Commencement and the Vision for the Future

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Last Friday, December 11, we celebrated the graduation of 420 students. They moved the tassels on their caps from right to left, symbolizing their commencement into a new stage in life. They moved from being students to alumni of Fresno Pacific University (joining about 23,000 others). They studied, developed mental and moral discipline and expanded their horizons. They now look at the world differently, from a new perspective. Some studied the liberal arts and science, some primarily professions, all programs included study of Scripture and theology.

At the ceremony, in my official role as provost, I read these words as I present the students to the president for the conferral of their degrees: “Their studies in the liberal arts, sciences and professions have prepared them for careers and leadership in their chosen professions, in their communities and in their churches,” or for graduate students “They have completed intensive graduate studies and have demonstrated their mastery of advanced areas of specialized knowledge.”

Our students came from up and down the Valley—from Bakersfield in the south, to Merced in the north. In past years students in online programs have come from Guam and from the east coast of the U.S. We say that we serve the Central Valley and the world, a very diverse Valley and world. This sums it up. One student’s parents from Mexico attended. Graduates brought extended family, friends, spouses and children. Many supported them in their time at FPU. It was a time of celebration for all 6,000+ of us at the ceremony.

About half of the students at this celebration were “degree completion” students, finishing their bachelor’s degrees after attendance at sometimes many schools. One of our speakers at the cultural celebration noted that he attended five colleges before FPU, where he completed his degree 24 years after beginning college studies. This is the achievement of a dream. Others did not take as long, or attend as many institutions, but the achievement of completing a college degree after a long time and against many obstacles is a common element of most people’s stories. What a celebration for these students, and for all of us who are part of the FPU community.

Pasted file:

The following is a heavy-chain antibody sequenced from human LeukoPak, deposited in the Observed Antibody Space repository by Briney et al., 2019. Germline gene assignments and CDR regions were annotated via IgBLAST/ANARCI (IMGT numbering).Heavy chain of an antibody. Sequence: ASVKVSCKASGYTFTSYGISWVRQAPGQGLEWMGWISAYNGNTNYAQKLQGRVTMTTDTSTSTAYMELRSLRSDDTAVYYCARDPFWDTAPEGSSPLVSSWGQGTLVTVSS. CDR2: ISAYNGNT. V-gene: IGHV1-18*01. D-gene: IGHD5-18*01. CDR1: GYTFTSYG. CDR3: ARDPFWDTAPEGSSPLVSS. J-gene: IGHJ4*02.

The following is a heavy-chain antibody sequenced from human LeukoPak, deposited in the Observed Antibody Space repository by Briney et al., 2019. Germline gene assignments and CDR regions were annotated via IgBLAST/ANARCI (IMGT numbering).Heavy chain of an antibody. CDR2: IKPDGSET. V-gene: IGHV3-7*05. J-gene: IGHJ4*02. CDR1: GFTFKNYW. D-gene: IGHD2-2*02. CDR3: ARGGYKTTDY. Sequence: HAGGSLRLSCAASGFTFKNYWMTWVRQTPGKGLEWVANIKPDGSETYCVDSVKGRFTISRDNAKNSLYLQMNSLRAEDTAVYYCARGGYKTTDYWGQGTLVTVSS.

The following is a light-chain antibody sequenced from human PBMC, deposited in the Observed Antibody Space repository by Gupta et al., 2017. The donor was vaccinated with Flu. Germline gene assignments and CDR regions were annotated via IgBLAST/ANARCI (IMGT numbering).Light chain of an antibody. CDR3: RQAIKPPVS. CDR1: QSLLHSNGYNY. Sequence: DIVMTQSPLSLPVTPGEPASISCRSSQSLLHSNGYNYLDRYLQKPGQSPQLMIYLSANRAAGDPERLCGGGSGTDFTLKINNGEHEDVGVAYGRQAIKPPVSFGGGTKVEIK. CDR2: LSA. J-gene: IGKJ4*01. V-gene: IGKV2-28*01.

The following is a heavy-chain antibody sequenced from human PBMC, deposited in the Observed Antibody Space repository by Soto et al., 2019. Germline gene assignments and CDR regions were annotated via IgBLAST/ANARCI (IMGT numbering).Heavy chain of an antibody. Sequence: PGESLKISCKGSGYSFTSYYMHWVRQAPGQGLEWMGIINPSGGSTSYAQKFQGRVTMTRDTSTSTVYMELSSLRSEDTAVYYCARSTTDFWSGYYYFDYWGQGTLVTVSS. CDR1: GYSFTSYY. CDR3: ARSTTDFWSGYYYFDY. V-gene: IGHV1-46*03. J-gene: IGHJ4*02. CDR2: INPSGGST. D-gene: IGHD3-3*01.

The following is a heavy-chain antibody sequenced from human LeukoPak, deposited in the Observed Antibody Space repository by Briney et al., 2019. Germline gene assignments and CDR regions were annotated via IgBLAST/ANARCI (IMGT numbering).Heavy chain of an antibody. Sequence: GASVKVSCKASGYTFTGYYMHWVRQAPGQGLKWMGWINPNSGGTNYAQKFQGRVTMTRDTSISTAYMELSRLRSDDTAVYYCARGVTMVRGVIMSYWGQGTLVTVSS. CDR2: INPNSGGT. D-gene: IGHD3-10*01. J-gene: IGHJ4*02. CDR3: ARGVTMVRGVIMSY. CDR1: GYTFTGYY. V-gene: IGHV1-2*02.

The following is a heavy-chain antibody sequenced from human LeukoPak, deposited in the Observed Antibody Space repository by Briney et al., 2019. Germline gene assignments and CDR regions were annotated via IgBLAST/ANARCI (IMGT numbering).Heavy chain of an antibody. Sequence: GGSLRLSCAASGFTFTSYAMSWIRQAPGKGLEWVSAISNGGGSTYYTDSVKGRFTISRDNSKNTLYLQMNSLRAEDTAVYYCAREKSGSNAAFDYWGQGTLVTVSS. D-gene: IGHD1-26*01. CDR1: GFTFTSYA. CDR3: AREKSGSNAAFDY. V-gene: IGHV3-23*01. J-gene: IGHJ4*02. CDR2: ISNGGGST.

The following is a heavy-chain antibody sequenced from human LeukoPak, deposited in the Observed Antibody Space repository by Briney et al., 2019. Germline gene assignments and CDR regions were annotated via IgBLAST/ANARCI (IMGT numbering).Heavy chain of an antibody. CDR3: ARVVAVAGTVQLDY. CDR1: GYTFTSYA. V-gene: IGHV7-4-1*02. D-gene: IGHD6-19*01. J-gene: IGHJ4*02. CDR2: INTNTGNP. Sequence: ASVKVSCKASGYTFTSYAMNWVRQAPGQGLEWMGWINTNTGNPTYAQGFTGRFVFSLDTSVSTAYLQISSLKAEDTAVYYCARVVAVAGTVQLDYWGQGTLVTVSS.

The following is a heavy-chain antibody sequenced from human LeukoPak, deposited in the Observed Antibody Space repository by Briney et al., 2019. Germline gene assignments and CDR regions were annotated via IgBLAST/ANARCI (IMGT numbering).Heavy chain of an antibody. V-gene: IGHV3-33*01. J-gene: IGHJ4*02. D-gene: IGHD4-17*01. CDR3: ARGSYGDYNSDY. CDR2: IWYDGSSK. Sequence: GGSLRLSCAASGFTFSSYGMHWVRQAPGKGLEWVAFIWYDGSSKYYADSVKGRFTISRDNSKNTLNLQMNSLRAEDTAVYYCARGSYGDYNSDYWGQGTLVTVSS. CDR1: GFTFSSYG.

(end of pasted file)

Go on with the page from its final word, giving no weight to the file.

The achievement of the traditional student is equally as impressive. Four years of continuous work, gaining experience with each class and semester, practicing leadership, trying to find their way and discerning God’s will is no easy task. Many find their vocation—their calling in the broadest sense—during these years. It may be a professor, a co-curricular experience, a trip to somewhere around the globe that grabs them and starts them on their individual path. But they find it here in a unique educational community. Many enter professions or graduate school directly after their four years. It can take a while to be ready for much of our highly specialized world, and graduate students dig deeper, sometimes for a number of years, into the needs and processes of that world with highly specialized study enlivened by deep thinking and reading.

At FPU we strive to see students succeed in ways they had not imagined. It is central to our vision to meet the needs of our students and region through academic programs and experiences that move people into the next stage in their lives. Our vision includes encouraging transformational change and growth in students that leads to leadership in their communities, businesses, schools and churches. We send leaders into all of these areas, ready to “serve God and humanity in this world,” as I read from the presentation of candidates at the commencement ceremony. We work toward and hope for the development of ethical understanding, and the ability of graduates to nurture communities of health and healing, physically, socially and spiritually.

Imagine a university of more than 5,000 students, known throughout the Valley and in places around the world for accomplishing this vision. Imagine more than 1,500 FPU graduates each year serving in schools, churches, community organizations, businesses, health organizations and elected positions as well as missionary and service assignments carrying this kind of transformative experience with them. Imagine them taking a mature biblical understanding to their communities. Imagine FPU graduates becoming models and agents of transformational change and reconciliation. Imagine that when people sense need in our region, or they desire a deeper understanding of the world and their place in it, they remember that they have known, worked or worshipped with, lived near or been served by an FPU graduate, someone who walked across the stage with an FPU diploma on a Friday evening in December. They remember and they turn to FPU to be a part of this unique educational community. That is our vision. That is what we aspire to happen. That is what we will celebrate in the future.

Thank you to all who have a part in achieving the vision of Fresno Pacific University.

  • Jeff Nickel

    It is great to read how God has continued to lead Paks (as we all knew him as classmates and friends) through all these years! I remember Pakisa’s laugh — and his outgoing personality — and that day when we learned of his accident. But the Lord had his plans and it is evident in the telling of his story! Thank you, Dalton!
    Jeff Nickel BA ’77